He is very coordinated, he has always been above average verbally, his auditory memory is outstanding and I think his processing is too. But his visual processing is for sure seriously abnormal and he has been getting lots and lots of tutoring for that. He CAN be very empathetic, though has no insight into his own impact on others and if anything is hypervigilant about picking up others' emotional responses to things (unless he caused them, then Im not sure if he gets it), so I dont think he has aspergers, though he has some eccentricities that some would likely call aspergers like.
    I'm hoping a therapeutic boarding school would a) help him with his depression and anxiety in a more intensive way b) help him learn moe appropriate behaviors in response to how he is feeling. He doesn't learn anything from us anymore, as far as I can tell.
    Thanks
     
  4. JJJ

    JJJ Active Member

    Has he ever done a PHP or IOP program?
     
  5. isis

    isis New Member

    I don't now what either of those abbreviations mean...
     
  6. JJJ

    JJJ Active Member

    PHP...Partial Hospitalization Program, generally 9am-3pm spent at the hospital getting therapy and medication management.

    IOP...Intensive Outpatient Program, generally 3pm-7pm spent at the hospital getting therapy and medication management (the child attends their regular school during the day)

    These are usually offered through the psychiatric hospital. Some kids go for a week, others for much longer.
     
  7. isis

    isis New Member

    His psychiatrist has not mentioned these as options, I will definitely ask. I have also read about MST online, but there are apparently no groups in Seattle that offer that. Thanks for the suggestion.
    I guess I am surprised that there aren't more in the community who have tried therapeutic boarding schools. Are they just too few or are they not what one would hope they would be? What do other people do to keep younger siblings 'safe'?
     
  8. JJJ

    JJJ Active Member

    My oldest has spent 5 years in a Residential Treatment Center (RTC)/therapuetic boarding school. There are some kids on this board, and others I've met in real life, who have benefitted from Residential Treatment Center (RTC)/TBS. For Kanga, while she made a small amount of progress, the primary good was the protection of the other children.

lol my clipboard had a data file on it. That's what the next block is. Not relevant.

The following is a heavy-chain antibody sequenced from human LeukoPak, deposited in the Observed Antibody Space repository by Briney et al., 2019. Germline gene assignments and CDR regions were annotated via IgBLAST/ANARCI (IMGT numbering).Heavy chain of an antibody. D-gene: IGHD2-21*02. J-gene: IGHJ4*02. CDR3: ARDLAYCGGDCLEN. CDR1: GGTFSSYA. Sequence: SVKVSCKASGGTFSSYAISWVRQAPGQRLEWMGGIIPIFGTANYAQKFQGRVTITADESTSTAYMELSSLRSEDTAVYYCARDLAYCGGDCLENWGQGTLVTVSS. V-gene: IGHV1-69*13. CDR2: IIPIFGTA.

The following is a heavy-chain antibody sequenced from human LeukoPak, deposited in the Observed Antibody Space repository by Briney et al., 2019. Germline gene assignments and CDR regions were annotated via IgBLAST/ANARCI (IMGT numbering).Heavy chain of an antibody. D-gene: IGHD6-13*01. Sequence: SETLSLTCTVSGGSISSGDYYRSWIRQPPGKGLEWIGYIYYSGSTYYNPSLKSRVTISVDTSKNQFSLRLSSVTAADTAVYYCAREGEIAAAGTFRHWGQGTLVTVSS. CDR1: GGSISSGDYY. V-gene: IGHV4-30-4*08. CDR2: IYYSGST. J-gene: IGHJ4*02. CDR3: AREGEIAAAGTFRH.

The cost of these places will bring you to your knees. Kanga's were $250+/day. Do you have a funding source lined up?
     
  9. isis

    isis New Member

    whoa
     
  10. JJJ

    JJJ Active Member

    How is he at school? If he is bad enough at school, there are rare cases where the school pays for the placement. There are a few sliding scale places as well.
     
  11. JJJ

    JJJ Active Member

    I would suggest lining up summer programming for him. If you start now, you may be able to get a lot of the summer covered. YMCA camps, Salvation Army camps, Scout camps, and various religious camps can often offer our families a break. If he normally behaves when away from you, this could be a great source of respite for all of you.
     
  12. isis

    isis New Member

    He's actually OK at school. In fact, as he has been getting worse these last few months at home, we've had more than one report that he is better at school with better impulse control. His school work is not the best due to learning disabilities and lack of real interest (he doesn't have any real interests, except for cleaning right now). I always assume that he is working so hard to keep it all in at school that he lets the valve open at home, but maybe I'm cutting him too much of a break.
    He refuses to do summer camps. Even though he 'hates us' he doesn't actually want to be away from home. I wish there was a sort of 'day program' in the summer where he was getting help too.
     
  13. InsaneCdn

    InsaneCdn Well-Known Member

    Trust your Mommy gut. LOTS of us have kids exactly like that.
    When difficult child was at his absolute worst... was when his needs and what his world was actually providing collided head on. As we got on top of his situation and got better dxes, interventions, accommodations, medications... the behavior improved first at school, and then at home.